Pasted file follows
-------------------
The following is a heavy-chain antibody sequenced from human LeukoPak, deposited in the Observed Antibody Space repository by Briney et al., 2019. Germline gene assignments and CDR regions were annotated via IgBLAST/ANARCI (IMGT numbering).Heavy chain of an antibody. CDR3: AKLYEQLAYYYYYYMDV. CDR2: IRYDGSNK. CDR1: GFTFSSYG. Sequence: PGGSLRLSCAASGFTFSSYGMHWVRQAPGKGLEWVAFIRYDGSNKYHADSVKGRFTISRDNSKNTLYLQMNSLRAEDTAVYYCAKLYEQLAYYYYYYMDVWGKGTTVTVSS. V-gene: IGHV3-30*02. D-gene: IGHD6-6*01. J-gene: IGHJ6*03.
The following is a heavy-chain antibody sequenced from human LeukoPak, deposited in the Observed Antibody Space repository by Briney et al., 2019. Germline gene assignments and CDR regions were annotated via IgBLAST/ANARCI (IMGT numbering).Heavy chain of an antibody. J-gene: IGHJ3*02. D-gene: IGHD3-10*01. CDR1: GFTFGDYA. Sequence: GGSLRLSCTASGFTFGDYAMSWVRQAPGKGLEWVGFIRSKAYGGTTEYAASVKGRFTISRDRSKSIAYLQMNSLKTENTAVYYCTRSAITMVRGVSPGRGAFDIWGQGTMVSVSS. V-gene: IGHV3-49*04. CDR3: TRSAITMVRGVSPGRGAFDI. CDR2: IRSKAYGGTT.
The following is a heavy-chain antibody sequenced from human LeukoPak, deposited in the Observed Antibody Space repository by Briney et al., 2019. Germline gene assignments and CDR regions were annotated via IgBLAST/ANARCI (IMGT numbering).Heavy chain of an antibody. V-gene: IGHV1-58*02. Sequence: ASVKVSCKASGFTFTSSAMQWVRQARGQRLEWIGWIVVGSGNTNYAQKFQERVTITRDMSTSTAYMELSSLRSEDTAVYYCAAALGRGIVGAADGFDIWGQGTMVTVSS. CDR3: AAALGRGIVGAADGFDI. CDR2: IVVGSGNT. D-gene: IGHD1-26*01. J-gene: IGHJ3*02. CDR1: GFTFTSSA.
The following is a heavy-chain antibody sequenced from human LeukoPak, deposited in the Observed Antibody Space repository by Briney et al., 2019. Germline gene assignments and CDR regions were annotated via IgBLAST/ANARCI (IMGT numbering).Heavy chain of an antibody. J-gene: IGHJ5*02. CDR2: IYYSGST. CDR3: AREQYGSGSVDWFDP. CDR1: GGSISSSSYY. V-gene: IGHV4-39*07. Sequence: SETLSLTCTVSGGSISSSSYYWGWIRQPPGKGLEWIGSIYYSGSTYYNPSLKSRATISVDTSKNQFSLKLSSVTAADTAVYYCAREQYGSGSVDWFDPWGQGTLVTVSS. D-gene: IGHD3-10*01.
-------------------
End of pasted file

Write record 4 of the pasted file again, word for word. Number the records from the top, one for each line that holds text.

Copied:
The following is a heavy-chain antibody sequenced from human LeukoPak, deposited in the Observed Antibody Space repository by Briney et al., 2019. Germline gene assignments and CDR regions were annotated via IgBLAST/ANARCI (IMGT numbering).Heavy chain of an antibody. J-gene: IGHJ5*02. CDR2: IYYSGST. CDR3: AREQYGSGSVDWFDP. CDR1: GGSISSSSYY. V-gene: IGHV4-39*07. Sequence: SETLSLTCTVSGGSISSSSYYWGWIRQPPGKGLEWIGSIYYSGSTYYNPSLKSRATISVDTSKNQFSLKLSSVTAADTAVYYCAREQYGSGSVDWFDPWGQGTLVTVSS. D-gene: IGHD3-10*01.